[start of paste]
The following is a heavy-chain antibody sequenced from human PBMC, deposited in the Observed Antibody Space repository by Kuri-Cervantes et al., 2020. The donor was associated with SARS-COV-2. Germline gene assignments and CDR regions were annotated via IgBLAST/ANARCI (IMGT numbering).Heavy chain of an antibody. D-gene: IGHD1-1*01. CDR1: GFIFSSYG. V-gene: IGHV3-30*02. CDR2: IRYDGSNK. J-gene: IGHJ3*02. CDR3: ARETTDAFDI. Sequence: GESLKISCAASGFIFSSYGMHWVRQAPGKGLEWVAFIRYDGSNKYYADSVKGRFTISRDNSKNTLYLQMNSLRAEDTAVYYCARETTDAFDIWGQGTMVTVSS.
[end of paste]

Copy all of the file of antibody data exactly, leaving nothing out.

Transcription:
The following is a heavy-chain antibody sequenced from human PBMC, deposited in the Observed Antibody Space repository by Kuri-Cervantes et al., 2020. The donor was associated with SARS-COV-2. Germline gene assignments and CDR regions were annotated via IgBLAST/ANARCI (IMGT numbering).Heavy chain of an antibody. D-gene: IGHD1-1*01. CDR1: GFIFSSYG. V-gene: IGHV3-30*02. CDR2: IRYDGSNK. J-gene: IGHJ3*02. CDR3: ARETTDAFDI. Sequence: GESLKISCAASGFIFSSYGMHWVRQAPGKGLEWVAFIRYDGSNKYYADSVKGRFTISRDNSKNTLYLQMNSLRAEDTAVYYCARETTDAFDIWGQGTMVTVSS.